FIG. 2 is a schematic drawing of a prior-art fiber-optic probe utilizing rotatable polarization analyzers responsible for intensity variation in a collected signal;
FIG. 3 is a schematic representation of a preferred embodiment according to the invention which utilizes a plurality of polarizing beam-splitters;
FIG. 4 is a schematic drawing which illustrates alternative embodiment of the invention wherein differently polarized light need not be merged into, or separated from, the excitation and collection paths, respectively;
FIG. 5 is another alternative embodiment of the invention which uses separate optics to focus independent excitation and collection paths, as opposed to the creation of a combined excitation/collection path; and
FIG. 6 is yet a further alternative embodiment of the invention, wherein non-polarizing beam-splitters are used to create secondary optical paths into which conventional polarizing analyzers are selectively enabled through the control of optical blocking means.
FIG. 3 illustrates a preferred embodiment of the invention based upon polarizing beam-splitters; that is, beam-splitters of the type wherein polarization of one axis is transmitted while polarization along an axis orthogonal to that transmitted is reflected along a separate optical path, generally in a direction perpendicular to the transmitted beam. Suitable polarizing beam-splitters are commercially available, and are provided in different forms, including those which provide a dielectric coating of some kind at the beam-splitter interface responsible for the selective transmission of a given polarization. Other available polarizing beam-splitters are based upon crystals, typically of calcite, which, through the action of the crystal itself, inherently separates a circularly or randomly polarized beam into parallel and perpendicular axes. Beam-splitters of the type incorporating a dielectric coating are available from such companies as Melles Griot, under the designation "Broadband Polarizing Cube Beamsplitters." Calcite-based units are available from such companies as Kriescher Co. and Meadowlark Optics.
Continuing the reference to FIG. 3, light from a source 302 is carried along a primary excitation path 303, and is characterized in being randomly, circularly or, perhaps, elliptically polarized. It is understood that the invention is applicable to light emanating from an optical fiber, in the case of a remote probe configuration or, alternatively, directly from a source such as a laser in a `direct-coupled` configuration. In either case, this polarized excitation along path 303 is presented to a first polarizing beam-splitter 304 which passes polarized light of a first orientation while reflecting polarized light of an orthogonal orientation onto a secondary path 305. In accordance with the convention used by the suppliers of the polarizing beam-splitters, polarization parallel to the plane of incidence is that which is transmitted, whereas light of a polarization which is perpendicular to the plane of incidence is that which is reflected along secondary path 305. Conventions notwithstanding, for the purposes of this invention, suffice it to say that light of a first linear polarization is transmitted, whereas light of a second linear polarization orthogonal to the first linear polarization is reflected along the secondary path.
In this preferred configuration, the light along path 305 is merged back into the primary excitation path through the use of a pair of mirrors 310 and 312 and a second polarizing beam-splitter 314. The second polarizing beam-splitter 314 is essentially a mirror image of the first polarizing beam-splitter 304, in that light of the polarization which was reflected by the first beam-splitter to create the secondary path 305 is now reflected, thereby merged back into the excitation path.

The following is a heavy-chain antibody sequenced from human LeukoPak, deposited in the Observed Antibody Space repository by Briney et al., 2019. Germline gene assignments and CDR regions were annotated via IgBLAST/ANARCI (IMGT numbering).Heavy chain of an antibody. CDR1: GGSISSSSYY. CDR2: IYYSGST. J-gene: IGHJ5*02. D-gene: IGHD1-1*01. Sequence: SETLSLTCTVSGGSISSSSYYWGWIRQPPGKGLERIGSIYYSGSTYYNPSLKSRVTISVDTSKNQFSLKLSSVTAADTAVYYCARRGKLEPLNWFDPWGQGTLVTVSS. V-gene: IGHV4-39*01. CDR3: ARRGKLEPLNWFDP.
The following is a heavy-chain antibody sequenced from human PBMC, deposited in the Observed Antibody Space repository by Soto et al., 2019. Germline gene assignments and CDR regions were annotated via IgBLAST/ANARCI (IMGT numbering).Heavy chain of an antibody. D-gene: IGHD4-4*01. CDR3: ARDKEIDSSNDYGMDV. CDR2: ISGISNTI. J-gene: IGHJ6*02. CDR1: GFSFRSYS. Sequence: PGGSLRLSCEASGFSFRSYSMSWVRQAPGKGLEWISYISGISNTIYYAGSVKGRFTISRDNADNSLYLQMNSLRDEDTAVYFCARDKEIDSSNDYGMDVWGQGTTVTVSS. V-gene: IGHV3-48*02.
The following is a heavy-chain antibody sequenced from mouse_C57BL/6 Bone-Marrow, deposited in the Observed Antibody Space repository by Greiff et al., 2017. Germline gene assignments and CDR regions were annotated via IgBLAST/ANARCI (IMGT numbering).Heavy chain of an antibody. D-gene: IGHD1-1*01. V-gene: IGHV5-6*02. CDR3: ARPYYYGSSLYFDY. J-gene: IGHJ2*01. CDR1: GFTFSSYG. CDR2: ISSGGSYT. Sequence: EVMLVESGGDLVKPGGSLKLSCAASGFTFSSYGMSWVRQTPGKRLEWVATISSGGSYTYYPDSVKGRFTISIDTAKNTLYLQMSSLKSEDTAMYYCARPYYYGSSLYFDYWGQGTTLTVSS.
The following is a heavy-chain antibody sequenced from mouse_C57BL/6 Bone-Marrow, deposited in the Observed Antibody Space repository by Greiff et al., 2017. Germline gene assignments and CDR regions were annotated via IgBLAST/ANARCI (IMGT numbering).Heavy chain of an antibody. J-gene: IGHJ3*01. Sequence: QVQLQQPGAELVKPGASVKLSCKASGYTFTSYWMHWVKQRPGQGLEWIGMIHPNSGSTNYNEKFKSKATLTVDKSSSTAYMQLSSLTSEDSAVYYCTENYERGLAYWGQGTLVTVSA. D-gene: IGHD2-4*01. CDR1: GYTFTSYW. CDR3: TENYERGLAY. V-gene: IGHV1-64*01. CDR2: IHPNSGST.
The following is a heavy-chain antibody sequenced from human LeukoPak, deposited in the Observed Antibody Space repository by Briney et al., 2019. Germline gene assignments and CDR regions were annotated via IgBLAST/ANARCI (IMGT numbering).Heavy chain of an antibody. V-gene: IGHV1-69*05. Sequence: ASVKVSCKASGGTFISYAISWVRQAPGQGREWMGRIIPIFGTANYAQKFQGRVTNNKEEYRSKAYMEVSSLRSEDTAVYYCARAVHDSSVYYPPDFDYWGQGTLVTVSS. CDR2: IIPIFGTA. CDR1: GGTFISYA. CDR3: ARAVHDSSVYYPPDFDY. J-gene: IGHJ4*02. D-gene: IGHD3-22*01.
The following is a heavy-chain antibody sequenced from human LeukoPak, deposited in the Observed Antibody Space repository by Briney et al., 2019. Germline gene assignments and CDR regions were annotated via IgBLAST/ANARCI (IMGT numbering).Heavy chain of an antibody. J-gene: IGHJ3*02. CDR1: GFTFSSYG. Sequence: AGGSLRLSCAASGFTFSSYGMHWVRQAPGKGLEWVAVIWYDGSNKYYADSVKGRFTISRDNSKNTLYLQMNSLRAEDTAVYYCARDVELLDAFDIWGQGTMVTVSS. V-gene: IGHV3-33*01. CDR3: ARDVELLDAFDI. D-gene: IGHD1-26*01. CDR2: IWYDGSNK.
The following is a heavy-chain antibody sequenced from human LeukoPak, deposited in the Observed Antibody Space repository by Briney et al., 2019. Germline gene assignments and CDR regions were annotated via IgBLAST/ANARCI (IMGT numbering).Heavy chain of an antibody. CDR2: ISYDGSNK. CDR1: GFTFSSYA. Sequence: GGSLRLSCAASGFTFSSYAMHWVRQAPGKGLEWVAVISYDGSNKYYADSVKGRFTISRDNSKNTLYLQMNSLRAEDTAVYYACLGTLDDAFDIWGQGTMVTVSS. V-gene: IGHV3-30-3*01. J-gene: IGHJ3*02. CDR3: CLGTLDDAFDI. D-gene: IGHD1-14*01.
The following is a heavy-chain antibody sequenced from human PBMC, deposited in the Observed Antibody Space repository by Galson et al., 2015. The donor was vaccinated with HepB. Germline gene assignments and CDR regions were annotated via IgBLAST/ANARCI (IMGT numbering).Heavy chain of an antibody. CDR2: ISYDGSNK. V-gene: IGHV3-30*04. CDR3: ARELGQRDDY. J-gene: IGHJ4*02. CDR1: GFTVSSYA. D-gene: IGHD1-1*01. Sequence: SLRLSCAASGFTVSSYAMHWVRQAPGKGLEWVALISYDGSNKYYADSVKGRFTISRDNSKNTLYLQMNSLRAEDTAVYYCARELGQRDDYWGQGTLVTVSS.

In this configuration, a combining optic 330 may be used to create a combined excitation/collection path 332, enabling a sample lens 334 to focus both the excitation energy and the view of the emitted or scattered light to be detected with respect to a common point 336 on sample 338.
With respect to the counter-propagating aspect of the combined excitation/collection path 332, the optic 330 may be seen as providing a separated-out primary collection path 333 which, in this preferred embodiment, strikes a first polarizing beam-splitter 336 to create a secondary collection path 338 which is merged back into the primary collection path 333 through a set of mirrors and a second polarizing beam-splitter 340 in like manner to the geometry established in the excitation path. The collection path may then be routed to a utilization device 350 either by way of an optical conduit such as an optical fiber, or by coupling directly to the utilization device, which takes the form of a spectrograph in the case of an induced emission analysis.
In the preferred embodiment, four blocking means are used, two in each of the primary excitation and collection paths, and two in each of the secondary excitation and collection paths. With particular reference to FIG. 3, an optical blocking element 306 is used in the primary excitation path, element 322 is used in the secondary excitation path, element 342 is used in the primary collection path, and element 344 is used in the secondary collection path.
These elements may either be physically or electronically activated. That is, they may take the form of physical shutters or, alternatively, electronically controlled devices such as liquid-crystal light valves. Also, in the case of a physically mediated shutter control, pneumatically operated light valves may be used, enabling polarization selection even in a remote probe configuration without the use of electrical components, thereby avoiding situations wherein electrical currents or voltage peaks could have explosive or hazardous consequences.
Due to the creation of the secondary paths through the use of the polarizing beam-splitters, the blocking means may be activated without disturbing any of the precisely aligned optical paths of the arrangement overall. In particular, none of the beam-splitters need be moved, nor do any elements require rotation in order to selectively gather data with respect to all four of the polarization states defined above. Moreover, as a further convenience, with all of the optical blocking means in an open or transmissive state, a non-polarized excitation and collection arrangement is established.